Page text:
The 2020 MLB Draft is right around the corner. Which prospects should the Washington Nationals be considering?
On June 10, the 2020 MLB draft will take place, but due to the Coronavirus, the draft has been shortened to five rounds. The reigning World Series champs have the 22nd pick in the first round, but who should they take? Here are a few prospects the Nationals should look at with their first-round pick.
Cole Wilcox, RHP, Georgia
Washington drafted Cole Wilcox in the 37th round, of the 2018 draft. Instead, Wilcox decided to stick to his commitment to the University of Georgia. 2019 marked the righties first year with the Gamecocks, where he split time in the bullpen and starting rotation. Appearing in 19 games, he went 3–2 with a 4.07 ERA, and 64 strikeouts. For the 2020 season, Wilcox was the team’s number two starter. He only made four starts before the season was canceled, due to Coronavirus. He went 3-0, with a 1.57 ERA and 32 strikeouts, in only 23 innings. According to MLB.com,
“Wilcox has some of the best pure stuff in the Draft. His fastball usually ranges from 92-97 mph and can reach 100 with some sink and armside run. Both of his mid-80s secondary pitches show signs of becoming plus offerings, with his fading changeup a tick more reliable than his power slider.”
Over the years, Mike Rizzo has built the Nationals on the strength of starting pitching. Max Scherzer is entering his age 36 season, with two years left on his contract, Stephen Strasburg is entering his age 32 year season and freshly signed to a new seven-year contract, while Patrick Corbin is entering his age 31 season, with five years left on his contract. The teams big three isn’t getting any younger and will need reinforcements in the near future.
Tyler Soderstrom, C, Turlock HS
The Nationals are no strangers to drafting kids right out of high school and should seriously consider Tyler Soderstrom if he’s still available. A UCLA commit, Soderstrom is known for his bat. In his Jr. year of high school at Turlock, he hit .450, with four homers, and 27 RBIs. His senior season was cut short due to Coronavirus. Before the season ended, the lefty appeared in four games, hitting .357, with a homer, and three RBIs.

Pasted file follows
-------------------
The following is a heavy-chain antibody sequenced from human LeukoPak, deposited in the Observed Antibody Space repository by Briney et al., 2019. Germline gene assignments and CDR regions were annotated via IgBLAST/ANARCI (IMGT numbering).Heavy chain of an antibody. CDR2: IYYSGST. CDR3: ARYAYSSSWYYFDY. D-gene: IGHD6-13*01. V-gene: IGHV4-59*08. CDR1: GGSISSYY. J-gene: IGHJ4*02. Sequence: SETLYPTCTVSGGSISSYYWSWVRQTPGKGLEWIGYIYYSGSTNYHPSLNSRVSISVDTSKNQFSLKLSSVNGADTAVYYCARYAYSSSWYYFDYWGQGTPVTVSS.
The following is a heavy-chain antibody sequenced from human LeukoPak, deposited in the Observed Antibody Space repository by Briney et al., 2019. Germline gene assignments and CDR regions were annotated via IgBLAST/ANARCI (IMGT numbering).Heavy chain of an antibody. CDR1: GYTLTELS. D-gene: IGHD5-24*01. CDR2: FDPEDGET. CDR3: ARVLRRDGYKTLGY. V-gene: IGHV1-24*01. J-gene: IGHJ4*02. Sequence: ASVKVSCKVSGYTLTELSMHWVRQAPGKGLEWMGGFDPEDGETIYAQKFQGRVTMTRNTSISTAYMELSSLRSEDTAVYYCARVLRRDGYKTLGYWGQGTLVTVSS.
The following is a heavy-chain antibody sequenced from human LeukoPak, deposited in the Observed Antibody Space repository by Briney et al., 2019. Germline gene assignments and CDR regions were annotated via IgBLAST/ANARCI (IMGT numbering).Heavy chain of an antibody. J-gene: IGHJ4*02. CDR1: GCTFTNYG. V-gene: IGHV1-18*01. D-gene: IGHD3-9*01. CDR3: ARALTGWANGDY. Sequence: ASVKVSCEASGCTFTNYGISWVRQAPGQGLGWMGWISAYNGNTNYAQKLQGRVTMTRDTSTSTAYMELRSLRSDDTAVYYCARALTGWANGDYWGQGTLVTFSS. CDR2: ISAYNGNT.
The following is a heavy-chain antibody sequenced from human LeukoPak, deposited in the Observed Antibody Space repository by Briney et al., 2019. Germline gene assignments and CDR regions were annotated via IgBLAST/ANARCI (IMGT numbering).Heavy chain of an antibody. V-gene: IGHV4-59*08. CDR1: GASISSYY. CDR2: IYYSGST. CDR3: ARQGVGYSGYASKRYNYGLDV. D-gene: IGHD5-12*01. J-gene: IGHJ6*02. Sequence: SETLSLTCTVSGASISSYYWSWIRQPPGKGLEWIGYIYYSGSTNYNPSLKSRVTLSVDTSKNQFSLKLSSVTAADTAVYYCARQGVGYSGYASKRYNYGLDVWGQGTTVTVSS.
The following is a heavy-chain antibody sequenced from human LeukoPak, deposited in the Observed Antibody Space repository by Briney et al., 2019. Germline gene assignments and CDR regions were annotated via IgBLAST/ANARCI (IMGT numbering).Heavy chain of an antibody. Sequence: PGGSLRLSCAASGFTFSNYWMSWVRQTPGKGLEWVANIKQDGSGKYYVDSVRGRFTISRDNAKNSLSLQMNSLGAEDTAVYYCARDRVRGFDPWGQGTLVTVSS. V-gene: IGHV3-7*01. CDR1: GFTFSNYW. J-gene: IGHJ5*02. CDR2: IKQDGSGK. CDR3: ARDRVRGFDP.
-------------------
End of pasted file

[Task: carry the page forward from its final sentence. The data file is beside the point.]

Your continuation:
“Soderstrom is an athletic, left-handed hitting catcher whose bat is ahead of his defense. At the plate, he’s really polished with a solid overall approach and makes the kind of loud contact that makes people sit up and take notice when he’s taking batting practice. He’s a hitter first, but he will get to his power. He might be a tick above average as a runner, especially for a catcher, and has shown he has the athleticism to play third and even the outfield.”
Over the years, Washington has moved players to different positions in order to get the best out of them. For example, Alfonso Soriano came to the District as a second baseman before being moved to the outfield. Bryce Harper was drafted as a catcher, but the team also shifted him to the outfield. It worked wonders for both players. Don’t be surprised if, down the line, they decided to do the same thing again.
The current catching core of Kurt Suzuki and Yan Gomes are 36 and 32 respectively. They aren’t getting any younger, and while the Nat’s have a few potential options in the minors, looking for a future replacement should still be towards the top of the team’s draft needs.
J.T. Ginn, RHP, Mississippi State
In six of the past eight years, the Nationals have spent their first-round pick on a pitcher, including the last three years in a row. It is unlikely the trend ends this year. J.T. Ginn had one of the best fastballs in his class but, only made one start this year, before undergoing Tommy John surgery. Usually, that scares off most teams, but not the Nats. The Nationals have proved time and time again, they know how to deal with the injury (think Stephen Strasburg) and have a history of drafting players who have undergone the surgery.
In 2019 (his freshmen year), Ginn went 8-4, with a 3.13 ERA, and 105 strikeouts. He went on to win SEC Freshmen of the Year. Ginn will need to overcome his injury but, has the talent that should entice the Nats. Plus, he has been receiving help from the three-time All-Star, Roy Oswalt.
“When healthy, Ginn usually deals at 91-95 mph and tops out at 97 with some of the best fastball life in the 2020 Draft, as his heater will run and sink and bore at various times. His wipeout slider can be just as difficult to hit, combining mid-80s velocity with two-plane depth. He also gets good downward action on his changeup, which shows flashes of becoming a plus offering.”
It might be worth it to take a risk on Ginn’s upside.